“Lawrence Gibbilini was born on the north side of Chicago in 1918. When the crash of '29 sent the country spiraling into the Great Depression, he, along with his six younger brothers and sisters, helped make ends meet by selling their mother's pizza door-to-door; some say the first pizza delivery ever.
Despite the tough times, the pizza business took off. Lawrence was in charge of the distribution department, but quickly tired of organizing his siblings and requested a transfer into production. His mother, a great traditional cook, taught him the secrets of her pizza and many other family recipes.
When he was eighteen, his mother sold her pizza business and decided that Lawrence should go into the bricklaying business with his father. Lawrence had a passion for cooking and refused to give it up completely. On weekends he would throw a large checkered tablecloth over the dining room table, drag up every chair in the apartment and invite all his friends, family and acquaintances over for dinner. He would serve them his variations of time-honored Gibbilini dishes as well as recipes he was developing. Most received outstanding reviews and earned him the title of 'Lawrence of Oregano'.” (Excerpts from the Oregano’s Pizza Bistro web site and menu.)
We have just arrived in Phoenix from an extended stay in Albuquerque. According to a poll appearing in the Huffington Post, Albuquerque ranks fourth in the U.S. in the category "Best Cities for Local Food." (Number One is, of course, New Orleans. Numbers Two and Three are San Francisco and Portland, Oregon.) And we can attest to the quality of restaurants in Albuquerque, but the city is lacking in one important respect. You can’t – or at least we can’t – find good pizza. So our hopes were with Phoenix.
A trip to the computer and a quick Google of “best pizza in Phoenix, AZ” brought forth a list that was headed by Pizzeria Bianco (of the “Three-Hour Wait” fame, covered in a blog entry about 10 months ago). Second on the list was Oregano’s Pizza Bistro with six outlets in the greater Phoenix region and one each in Flagstaff and Tucson. On-line reviewers raved about the thin crust pizza, the giant portions, the friendly wait staff, and the reasonable prices. How does this relate to our friend Lawrence? Oregano’s is owned and operated by Lawrence’s grandson, Mark Russell.
When we arrived at about 1:30 p.m. on a rather cold and rainy afternoon, we were told that there would be a thirty-minute wait for indoor seating or we could be seated immediately on the outdoor patio. With its umbrella tables and colorful mural, the patio would have been our choice on a better weather day. We opted to wait under the roof by the outdoor bar.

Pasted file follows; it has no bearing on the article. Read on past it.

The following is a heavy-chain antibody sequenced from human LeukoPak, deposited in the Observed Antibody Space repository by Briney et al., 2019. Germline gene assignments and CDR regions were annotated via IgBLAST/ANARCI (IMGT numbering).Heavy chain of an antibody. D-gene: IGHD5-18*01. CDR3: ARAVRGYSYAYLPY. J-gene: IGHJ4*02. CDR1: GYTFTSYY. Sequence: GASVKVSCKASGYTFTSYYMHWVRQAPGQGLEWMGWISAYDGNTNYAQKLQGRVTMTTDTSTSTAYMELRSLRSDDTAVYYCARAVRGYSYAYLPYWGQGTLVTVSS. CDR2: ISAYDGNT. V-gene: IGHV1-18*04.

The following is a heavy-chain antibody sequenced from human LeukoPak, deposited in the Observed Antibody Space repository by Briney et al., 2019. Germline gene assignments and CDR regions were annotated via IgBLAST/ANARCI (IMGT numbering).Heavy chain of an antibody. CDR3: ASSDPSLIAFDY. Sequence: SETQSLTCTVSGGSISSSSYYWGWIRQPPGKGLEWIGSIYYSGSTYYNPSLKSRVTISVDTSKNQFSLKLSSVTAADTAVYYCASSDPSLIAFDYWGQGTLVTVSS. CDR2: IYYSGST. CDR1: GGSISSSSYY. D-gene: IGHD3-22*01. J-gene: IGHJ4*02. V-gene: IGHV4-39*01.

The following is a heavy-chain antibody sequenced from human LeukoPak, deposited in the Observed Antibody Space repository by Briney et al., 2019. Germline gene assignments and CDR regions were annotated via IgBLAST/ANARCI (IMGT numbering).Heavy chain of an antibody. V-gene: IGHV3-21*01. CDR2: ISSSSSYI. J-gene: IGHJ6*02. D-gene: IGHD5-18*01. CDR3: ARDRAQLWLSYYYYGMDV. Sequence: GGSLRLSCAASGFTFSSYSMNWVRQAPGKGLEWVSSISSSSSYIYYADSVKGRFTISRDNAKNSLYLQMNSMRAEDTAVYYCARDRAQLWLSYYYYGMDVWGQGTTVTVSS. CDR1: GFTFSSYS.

We were finally seated in the colorful bar area that had loft-like industrial duct work,
skis hanging from the ceiling,
and lamps made from catsup cans.
The fairly lengthy menu included appetizers, salads, Italian Wedding Soup, baked sandwiches, pasta entrees, calzones, stuffed pizza, pan pizza, and what we had come for: Chicago-style thin crust pizza. Don’t be fooled into thinking that all Chicago pizza is deep dish. The Midwest puts forth a mean thin crust, too.
We chose a twelve-inch sausage and a twelve-inch Bistro Classic with white garlic sauce, roma tomato slices, and basil. On the Classic, we asked that they hold the red onion and three of the four cheeses, our wanting only the mozzarella. The pizzas arrived, and we could tell by the smell alone that these were going to be exceptional pizzas.
Starting from the bottom, the crust was perfect. No more than an eighth-of-an-inch thick, the cracker-like crispness remained from first slice to last. The white garlic sauce on the Classic had just the right amount of garlic; the red sauce on the sausage pizza was slightly acidic and seasoned lightly with oregano. And there was just enough red sauce to flavor the pie without being heavy or cloying. On top of the sauces came a light application of cheese. As you know, neither Chuck nor I like a lot of cheese on our pizza and Oregano’s found what, for us, was just the right amount. The white pizza was then topped with a very generous amount of sweet, yet tart, roma tomato slices and a sprinkling of fresh basil.
Topping the cheese on the red pizza were pieces of sausage that tasted of fennel and spice. While talking with one of the managers we learned that the sausage is flown in fresh from Chicago and is applied uncooked to the pizza before baking. The sausage is sweet from the fennel, spicy from the seasonings, and slightly salty. Perfect.
We have found a worthy pizza. So worthy that a visit a week while in Phoenix is in order. And can you guess where we go after Phoenix? Yes. Tucson, where there is an Oregano’s. We are in pizza heaven. Pizza this sublime can only be rated 5.0 Addies.